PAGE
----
As the popularity of different approaches to values-driven investing continues to grow, information on companies’ business involvement and revenue exposures will continue to play a critical role in enabling investors to judge performance and make informed decisions on the potential impact of their investments. This includes data available from third-party sources such as Bloomberg or organizations such as the Sustainability Accounting Standards Board. 

The Sustainable Investing Series

Investors around the world are increasingly interested in ways to use their capital to help support and achieve positive environmental and social outcomes. In this series, we outline the various approaches to integrate environmental, social and governance (ESG) considerations into your investment strategy.

INDEX DEFINITIONS

All index performance information has been obtained from third parties and should not be relied on as being complete or accurate. Indices are shown for comparison purposes only. While an investor may invest in vehicles designed to track certain indices, an investor cannot invest directly in an index.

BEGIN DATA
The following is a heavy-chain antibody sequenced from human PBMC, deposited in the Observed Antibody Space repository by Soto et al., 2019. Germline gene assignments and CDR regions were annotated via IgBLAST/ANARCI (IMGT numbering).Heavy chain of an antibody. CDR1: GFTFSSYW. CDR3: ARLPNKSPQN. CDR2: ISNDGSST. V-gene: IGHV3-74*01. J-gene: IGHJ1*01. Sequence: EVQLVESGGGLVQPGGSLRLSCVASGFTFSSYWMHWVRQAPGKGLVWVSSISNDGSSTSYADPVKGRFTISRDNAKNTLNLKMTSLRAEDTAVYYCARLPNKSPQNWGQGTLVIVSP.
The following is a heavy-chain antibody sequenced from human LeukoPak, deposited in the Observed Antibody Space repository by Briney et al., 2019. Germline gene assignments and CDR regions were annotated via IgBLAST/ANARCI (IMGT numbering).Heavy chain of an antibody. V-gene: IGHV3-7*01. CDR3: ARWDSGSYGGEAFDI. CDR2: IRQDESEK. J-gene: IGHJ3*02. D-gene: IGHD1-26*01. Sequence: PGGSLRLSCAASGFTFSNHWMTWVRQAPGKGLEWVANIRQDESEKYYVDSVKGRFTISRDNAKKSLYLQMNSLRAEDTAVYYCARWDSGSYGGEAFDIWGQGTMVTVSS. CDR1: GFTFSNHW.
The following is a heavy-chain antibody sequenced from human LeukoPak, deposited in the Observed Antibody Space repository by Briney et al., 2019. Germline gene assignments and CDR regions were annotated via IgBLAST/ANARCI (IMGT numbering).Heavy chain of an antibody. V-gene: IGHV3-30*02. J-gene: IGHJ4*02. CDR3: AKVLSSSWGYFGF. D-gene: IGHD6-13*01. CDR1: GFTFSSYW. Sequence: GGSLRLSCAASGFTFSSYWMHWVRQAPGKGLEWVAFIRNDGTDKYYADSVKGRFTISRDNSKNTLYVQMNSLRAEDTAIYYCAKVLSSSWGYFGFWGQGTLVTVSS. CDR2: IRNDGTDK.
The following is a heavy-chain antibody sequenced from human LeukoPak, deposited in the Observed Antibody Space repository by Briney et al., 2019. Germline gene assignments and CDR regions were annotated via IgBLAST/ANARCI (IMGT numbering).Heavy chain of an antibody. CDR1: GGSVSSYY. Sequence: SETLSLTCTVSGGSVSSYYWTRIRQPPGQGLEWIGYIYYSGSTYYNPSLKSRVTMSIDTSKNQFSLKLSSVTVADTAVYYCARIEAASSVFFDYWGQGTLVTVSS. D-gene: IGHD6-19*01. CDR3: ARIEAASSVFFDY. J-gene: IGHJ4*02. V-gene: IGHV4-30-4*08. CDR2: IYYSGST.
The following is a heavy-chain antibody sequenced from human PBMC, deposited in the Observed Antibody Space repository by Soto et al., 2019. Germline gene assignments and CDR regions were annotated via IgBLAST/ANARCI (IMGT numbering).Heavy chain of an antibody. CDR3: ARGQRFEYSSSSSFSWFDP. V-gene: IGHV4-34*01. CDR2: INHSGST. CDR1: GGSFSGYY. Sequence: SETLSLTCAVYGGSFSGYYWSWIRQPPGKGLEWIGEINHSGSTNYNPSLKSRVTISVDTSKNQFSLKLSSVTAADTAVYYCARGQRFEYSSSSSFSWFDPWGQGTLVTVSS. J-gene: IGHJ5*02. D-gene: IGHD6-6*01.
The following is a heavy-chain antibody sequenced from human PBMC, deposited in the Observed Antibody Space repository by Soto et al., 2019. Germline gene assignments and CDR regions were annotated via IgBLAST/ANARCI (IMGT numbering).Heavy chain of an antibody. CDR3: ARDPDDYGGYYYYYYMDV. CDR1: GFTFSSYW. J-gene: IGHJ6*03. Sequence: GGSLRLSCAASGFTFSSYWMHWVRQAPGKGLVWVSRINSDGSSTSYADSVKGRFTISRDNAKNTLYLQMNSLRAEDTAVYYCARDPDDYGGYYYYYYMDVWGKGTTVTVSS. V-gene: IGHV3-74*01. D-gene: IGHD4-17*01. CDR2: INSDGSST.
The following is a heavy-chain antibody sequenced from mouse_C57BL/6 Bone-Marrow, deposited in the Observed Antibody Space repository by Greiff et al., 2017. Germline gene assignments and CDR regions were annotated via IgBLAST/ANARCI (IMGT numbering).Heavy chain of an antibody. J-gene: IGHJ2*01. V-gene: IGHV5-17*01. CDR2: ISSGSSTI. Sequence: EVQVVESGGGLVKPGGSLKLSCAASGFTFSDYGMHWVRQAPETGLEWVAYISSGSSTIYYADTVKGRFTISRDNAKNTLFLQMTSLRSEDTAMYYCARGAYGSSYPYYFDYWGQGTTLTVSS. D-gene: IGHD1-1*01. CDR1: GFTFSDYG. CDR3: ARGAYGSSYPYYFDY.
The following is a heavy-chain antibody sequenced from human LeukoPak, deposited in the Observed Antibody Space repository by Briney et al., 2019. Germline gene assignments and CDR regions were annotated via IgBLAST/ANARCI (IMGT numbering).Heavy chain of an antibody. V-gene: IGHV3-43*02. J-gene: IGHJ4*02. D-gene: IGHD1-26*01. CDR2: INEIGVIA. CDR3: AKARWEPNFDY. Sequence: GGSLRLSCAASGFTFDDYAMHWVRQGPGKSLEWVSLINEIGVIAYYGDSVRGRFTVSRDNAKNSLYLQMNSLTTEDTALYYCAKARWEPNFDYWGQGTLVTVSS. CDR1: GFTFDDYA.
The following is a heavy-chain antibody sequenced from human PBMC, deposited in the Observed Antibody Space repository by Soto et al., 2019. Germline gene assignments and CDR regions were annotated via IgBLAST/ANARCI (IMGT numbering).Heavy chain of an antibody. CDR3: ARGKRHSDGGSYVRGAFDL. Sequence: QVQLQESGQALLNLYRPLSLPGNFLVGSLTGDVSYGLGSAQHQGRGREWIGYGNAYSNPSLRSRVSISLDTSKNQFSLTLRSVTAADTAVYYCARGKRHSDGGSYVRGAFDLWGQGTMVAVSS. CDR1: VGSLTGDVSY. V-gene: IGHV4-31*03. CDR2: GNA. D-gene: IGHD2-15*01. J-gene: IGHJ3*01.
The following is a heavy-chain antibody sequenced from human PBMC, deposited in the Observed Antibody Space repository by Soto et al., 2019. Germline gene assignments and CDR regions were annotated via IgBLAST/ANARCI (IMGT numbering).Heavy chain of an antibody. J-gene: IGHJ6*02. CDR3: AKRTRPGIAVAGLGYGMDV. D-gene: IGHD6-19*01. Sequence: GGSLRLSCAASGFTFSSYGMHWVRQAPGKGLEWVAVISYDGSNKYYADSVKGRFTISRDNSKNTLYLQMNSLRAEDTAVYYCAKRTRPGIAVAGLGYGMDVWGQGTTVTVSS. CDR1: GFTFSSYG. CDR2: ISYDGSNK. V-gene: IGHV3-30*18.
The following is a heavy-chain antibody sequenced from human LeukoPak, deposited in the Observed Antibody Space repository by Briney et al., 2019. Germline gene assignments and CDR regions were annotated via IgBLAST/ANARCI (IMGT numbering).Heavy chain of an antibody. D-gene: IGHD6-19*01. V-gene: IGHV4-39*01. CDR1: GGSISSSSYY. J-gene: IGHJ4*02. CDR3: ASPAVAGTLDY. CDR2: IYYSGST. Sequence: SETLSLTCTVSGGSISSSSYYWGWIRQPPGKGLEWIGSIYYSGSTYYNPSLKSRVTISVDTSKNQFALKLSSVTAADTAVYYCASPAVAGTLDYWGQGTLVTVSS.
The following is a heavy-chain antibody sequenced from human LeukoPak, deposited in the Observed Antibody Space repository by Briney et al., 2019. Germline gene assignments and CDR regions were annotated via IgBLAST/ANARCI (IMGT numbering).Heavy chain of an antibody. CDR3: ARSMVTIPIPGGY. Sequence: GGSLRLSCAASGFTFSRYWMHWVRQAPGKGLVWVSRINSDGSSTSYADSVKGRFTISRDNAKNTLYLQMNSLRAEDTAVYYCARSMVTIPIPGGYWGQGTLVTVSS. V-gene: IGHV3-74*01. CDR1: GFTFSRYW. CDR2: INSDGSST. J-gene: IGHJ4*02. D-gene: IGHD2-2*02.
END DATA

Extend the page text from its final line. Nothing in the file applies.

The S&P 500 Index is a capitalization weighted index of 500 stocks from a broad range of industries. The component stocks are weighted according to the total market value of their outstanding shares. The impact of a component’s price change is proportional to the issue’s total market value, which is the share price times the number of shares outstanding. “S&P 500” is a trademark of the parent company, “The McGraw-Hill Companies, Inc.” (source: www.standardandpoors.com).